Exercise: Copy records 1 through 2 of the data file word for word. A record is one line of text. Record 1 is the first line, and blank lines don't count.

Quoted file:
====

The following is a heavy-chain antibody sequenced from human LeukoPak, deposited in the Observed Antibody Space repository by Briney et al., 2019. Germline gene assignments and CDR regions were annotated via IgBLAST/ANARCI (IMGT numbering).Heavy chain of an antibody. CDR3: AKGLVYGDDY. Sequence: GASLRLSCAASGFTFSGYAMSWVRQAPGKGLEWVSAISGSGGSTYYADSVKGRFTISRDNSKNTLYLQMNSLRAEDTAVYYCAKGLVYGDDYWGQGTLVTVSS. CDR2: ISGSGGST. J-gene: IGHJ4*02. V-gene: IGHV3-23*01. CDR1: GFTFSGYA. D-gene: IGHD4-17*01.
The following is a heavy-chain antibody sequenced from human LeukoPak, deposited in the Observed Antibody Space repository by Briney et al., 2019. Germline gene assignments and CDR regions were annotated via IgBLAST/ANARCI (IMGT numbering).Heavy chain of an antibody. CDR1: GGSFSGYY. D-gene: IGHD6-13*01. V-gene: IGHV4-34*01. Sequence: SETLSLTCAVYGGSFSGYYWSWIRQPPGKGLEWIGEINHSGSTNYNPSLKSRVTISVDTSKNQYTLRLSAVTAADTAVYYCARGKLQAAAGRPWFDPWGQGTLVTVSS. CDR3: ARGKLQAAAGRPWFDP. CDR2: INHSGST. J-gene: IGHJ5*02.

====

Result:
The following is a heavy-chain antibody sequenced from human LeukoPak, deposited in the Observed Antibody Space repository by Briney et al., 2019. Germline gene assignments and CDR regions were annotated via IgBLAST/ANARCI (IMGT numbering).Heavy chain of an antibody. CDR3: AKGLVYGDDY. Sequence: GASLRLSCAASGFTFSGYAMSWVRQAPGKGLEWVSAISGSGGSTYYADSVKGRFTISRDNSKNTLYLQMNSLRAEDTAVYYCAKGLVYGDDYWGQGTLVTVSS. CDR2: ISGSGGST. J-gene: IGHJ4*02. V-gene: IGHV3-23*01. CDR1: GFTFSGYA. D-gene: IGHD4-17*01.
The following is a heavy-chain antibody sequenced from human LeukoPak, deposited in the Observed Antibody Space repository by Briney et al., 2019. Germline gene assignments and CDR regions were annotated via IgBLAST/ANARCI (IMGT numbering).Heavy chain of an antibody. CDR1: GGSFSGYY. D-gene: IGHD6-13*01. V-gene: IGHV4-34*01. Sequence: SETLSLTCAVYGGSFSGYYWSWIRQPPGKGLEWIGEINHSGSTNYNPSLKSRVTISVDTSKNQYTLRLSAVTAADTAVYYCARGKLQAAAGRPWFDPWGQGTLVTVSS. CDR3: ARGKLQAAAGRPWFDP. CDR2: INHSGST. J-gene: IGHJ5*02.